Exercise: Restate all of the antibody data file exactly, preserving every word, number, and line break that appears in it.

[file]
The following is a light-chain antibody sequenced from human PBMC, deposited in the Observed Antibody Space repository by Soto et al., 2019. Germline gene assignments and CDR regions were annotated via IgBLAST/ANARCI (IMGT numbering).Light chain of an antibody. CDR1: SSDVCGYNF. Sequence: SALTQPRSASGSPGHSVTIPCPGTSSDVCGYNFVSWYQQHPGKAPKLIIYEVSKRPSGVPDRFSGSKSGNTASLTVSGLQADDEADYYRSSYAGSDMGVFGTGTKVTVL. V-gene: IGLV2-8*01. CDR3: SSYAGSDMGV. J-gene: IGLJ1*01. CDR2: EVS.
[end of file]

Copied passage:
The following is a light-chain antibody sequenced from human PBMC, deposited in the Observed Antibody Space repository by Soto et al., 2019. Germline gene assignments and CDR regions were annotated via IgBLAST/ANARCI (IMGT numbering).Light chain of an antibody. CDR1: SSDVCGYNF. Sequence: SALTQPRSASGSPGHSVTIPCPGTSSDVCGYNFVSWYQQHPGKAPKLIIYEVSKRPSGVPDRFSGSKSGNTASLTVSGLQADDEADYYRSSYAGSDMGVFGTGTKVTVL. V-gene: IGLV2-8*01. CDR3: SSYAGSDMGV. J-gene: IGLJ1*01. CDR2: EVS.